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May 4, 2006

Photographs of Chernobyl

Some one has posted some cool photos of Chernobyl. Looks like the graffiti taggers have been there.

Posted by Peenie Wallie on May 4, 2006 at 1:26 AM

Comments

And in Iraq.

May 02, 2006

Graffiti suggests gang activity in Army

Associated Press

CHICAGO — Gang graffiti increasingly showing up in Iraq on everything from armored vehicles to concrete barriers and bathroom stalls might illustrate increasing gang activity in the Army, according to a published report.

The spray-painted gang art — apparent handiwork of the Gangster Disciples, Latin Kings and Vice Lords, whose roots trace back decades to Chicago — even has shown up on a guard shack at Camp Cedar II southeast of Baghdad, the Chicago Sun-Times reported Monday.

There, someone scrawled “GDN? — Gangster Disciple Nation — along with the gang’s six-pointed star and the word “Chitown.?

Military and civilian police investigators familiar with the Army bases of Fort Lewis, Fort Hood and Fort Bragg — each supplying soldiers to fight in Iraq — said they have been focusing recently on troops with gang affiliations.

Their worry: whether gang-affiliated soldiers’ training will make them deadly urban warriors when they return to civilian life and whether some are using access to military equipment to supply gangs at home.

Scott Barfield, Defense Department gang detective at Fort Lewis, Wash., said he has identified 320 soldiers as gang members from April 2002 to now. “I think that’s the tip of the iceberg,? he said.

Jeffrey Stoleson, an Army Reserve sergeant in Iraq for almost a year, said he has taken hundreds of photos of gang graffiti there, most by Chicago-based gangs. He said he doesn’t trust gang members and doesn’t relish working alongside them.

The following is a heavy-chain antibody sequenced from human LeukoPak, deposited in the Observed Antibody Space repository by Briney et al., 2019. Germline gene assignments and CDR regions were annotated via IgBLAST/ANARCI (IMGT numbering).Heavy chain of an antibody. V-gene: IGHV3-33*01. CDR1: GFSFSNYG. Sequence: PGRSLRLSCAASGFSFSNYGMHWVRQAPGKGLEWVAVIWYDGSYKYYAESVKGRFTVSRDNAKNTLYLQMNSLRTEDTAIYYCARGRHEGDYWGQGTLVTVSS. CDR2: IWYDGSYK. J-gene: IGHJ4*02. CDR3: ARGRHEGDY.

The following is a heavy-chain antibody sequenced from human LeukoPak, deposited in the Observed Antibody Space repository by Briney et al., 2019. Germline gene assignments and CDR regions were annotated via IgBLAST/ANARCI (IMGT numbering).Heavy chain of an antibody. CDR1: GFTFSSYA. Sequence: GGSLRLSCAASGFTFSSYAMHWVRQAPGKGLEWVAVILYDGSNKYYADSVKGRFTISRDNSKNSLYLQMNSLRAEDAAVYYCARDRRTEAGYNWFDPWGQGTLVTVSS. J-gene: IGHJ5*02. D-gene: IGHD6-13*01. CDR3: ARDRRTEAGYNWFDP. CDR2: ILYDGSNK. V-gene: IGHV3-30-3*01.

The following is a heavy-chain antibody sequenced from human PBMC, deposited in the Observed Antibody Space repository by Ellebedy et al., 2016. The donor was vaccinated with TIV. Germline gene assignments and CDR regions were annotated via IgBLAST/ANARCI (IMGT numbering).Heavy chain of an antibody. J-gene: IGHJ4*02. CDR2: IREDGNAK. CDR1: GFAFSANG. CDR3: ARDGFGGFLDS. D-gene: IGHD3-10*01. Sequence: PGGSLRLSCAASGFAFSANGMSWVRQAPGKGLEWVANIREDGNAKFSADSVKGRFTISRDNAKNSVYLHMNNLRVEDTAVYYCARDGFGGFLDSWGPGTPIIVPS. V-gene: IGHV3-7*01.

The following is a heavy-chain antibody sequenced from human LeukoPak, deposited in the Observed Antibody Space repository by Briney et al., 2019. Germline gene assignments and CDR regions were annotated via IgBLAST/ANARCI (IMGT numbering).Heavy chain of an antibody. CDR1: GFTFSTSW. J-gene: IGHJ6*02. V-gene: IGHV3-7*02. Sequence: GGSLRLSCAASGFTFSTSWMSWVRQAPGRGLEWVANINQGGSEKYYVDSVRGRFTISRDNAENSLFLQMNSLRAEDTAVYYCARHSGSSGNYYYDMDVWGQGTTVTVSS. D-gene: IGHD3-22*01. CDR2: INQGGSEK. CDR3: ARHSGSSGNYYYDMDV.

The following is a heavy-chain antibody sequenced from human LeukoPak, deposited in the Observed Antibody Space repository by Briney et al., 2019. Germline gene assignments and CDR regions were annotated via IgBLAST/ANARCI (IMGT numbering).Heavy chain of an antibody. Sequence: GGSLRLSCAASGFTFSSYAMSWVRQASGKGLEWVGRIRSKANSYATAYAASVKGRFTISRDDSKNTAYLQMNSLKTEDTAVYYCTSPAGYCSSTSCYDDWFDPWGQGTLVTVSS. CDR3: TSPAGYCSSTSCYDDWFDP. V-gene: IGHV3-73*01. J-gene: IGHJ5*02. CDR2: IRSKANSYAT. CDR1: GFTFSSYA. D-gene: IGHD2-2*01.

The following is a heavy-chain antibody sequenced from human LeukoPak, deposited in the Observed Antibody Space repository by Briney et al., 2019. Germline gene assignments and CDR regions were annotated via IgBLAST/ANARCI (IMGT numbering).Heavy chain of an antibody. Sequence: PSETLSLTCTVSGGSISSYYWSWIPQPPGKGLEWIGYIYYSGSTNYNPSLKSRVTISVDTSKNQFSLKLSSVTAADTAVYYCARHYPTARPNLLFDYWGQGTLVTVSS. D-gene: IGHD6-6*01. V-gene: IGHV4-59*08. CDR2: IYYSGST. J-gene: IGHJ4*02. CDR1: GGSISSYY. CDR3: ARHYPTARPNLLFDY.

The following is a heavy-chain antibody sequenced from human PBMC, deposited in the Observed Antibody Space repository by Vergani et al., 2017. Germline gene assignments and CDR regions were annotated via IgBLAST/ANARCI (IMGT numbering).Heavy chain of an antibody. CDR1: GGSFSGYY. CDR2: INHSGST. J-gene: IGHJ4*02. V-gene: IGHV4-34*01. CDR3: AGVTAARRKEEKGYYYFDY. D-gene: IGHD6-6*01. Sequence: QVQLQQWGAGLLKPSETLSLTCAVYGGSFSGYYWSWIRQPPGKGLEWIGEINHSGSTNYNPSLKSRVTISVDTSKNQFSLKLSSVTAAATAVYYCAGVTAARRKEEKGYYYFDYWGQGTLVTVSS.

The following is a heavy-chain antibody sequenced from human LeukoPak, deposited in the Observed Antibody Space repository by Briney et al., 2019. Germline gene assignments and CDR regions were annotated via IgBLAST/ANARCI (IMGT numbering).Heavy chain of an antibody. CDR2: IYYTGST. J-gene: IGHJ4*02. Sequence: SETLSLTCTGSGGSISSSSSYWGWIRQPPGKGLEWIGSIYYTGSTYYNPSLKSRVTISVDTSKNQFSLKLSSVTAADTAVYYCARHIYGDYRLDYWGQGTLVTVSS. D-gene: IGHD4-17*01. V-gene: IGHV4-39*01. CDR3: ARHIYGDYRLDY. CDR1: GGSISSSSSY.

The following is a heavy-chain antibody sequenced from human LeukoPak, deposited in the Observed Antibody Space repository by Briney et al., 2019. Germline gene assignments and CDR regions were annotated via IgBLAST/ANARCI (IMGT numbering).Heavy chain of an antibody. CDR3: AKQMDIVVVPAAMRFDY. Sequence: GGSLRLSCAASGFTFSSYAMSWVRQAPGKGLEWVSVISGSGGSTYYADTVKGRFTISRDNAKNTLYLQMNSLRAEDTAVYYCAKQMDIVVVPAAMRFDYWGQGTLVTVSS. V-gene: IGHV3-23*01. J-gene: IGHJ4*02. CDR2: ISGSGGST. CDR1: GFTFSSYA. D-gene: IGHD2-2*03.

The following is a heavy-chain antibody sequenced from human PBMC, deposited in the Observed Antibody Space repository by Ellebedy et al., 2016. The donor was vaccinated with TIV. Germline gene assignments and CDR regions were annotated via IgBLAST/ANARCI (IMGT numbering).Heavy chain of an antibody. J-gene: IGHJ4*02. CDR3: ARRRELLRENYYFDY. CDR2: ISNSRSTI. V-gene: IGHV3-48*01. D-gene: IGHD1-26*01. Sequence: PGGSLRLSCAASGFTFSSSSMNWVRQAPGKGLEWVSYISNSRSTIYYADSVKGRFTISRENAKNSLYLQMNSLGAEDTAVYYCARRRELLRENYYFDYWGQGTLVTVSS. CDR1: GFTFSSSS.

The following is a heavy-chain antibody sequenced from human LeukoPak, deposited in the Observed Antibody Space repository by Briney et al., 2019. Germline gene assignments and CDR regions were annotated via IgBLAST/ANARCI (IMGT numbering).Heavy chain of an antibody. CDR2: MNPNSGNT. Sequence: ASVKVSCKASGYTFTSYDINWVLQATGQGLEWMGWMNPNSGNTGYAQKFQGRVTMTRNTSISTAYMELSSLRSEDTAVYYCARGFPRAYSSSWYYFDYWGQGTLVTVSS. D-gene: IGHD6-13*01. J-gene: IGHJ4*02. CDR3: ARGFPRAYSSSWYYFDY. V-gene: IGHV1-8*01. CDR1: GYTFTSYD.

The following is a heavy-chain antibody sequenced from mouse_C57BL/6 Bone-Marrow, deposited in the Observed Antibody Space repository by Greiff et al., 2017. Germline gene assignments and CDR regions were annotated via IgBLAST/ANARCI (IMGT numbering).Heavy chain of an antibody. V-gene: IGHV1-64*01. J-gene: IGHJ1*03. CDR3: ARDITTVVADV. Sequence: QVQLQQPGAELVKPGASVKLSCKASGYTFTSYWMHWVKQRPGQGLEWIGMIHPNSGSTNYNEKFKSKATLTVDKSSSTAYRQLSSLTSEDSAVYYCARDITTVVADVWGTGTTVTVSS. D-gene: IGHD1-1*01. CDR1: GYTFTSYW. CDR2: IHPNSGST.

“My (supervising sergeant) told me not to ruffle their feathers because they were doing a good job,? he said, saying gang members there don’t try to hide their affiliations.

Christopher Grey, spokesman for the Army’s Criminal Investigation Command, disputed that the problem of gangs in the military is significant, saying the command in the past year has reviewed 10 cases involving credible evidence of gang-related criminal activity in the Army. He wouldn’t elaborate.

“We recently conducted an Army-wide study, and we don’t see a significant trend in this kind of activity, especially when you compare this with a million-man Army,? Grey said.

To Barfield, Army recruiters eager to meet their goals have been overlooking applicants’ gang tattoos and getting waivers for criminal backgrounds.

“We’re lowering our standards,? he said.

Though Fort Lewis offers free tattoo removal, few, if any, soldiers have taken advantage of the service, he said. And of nearly 320 soldiers who admitted they were gang members, only two said they wanted out of gangs, Barfield said. None has been arrested for a gang-related felony on the base.

Barfield acknowledges that soldiers he pegged as gang members represent a tiny fraction of the tens of thousands of soldiers based at Fort Lewis in the period he reviewed. But he stressed that he only investigates a fraction of the soldiers on base.

“Gang members are telling us in the interviews that their gang is putting them in,? he said.

Posted by: Robert R. on May 5, 2006 at 1:00 PM

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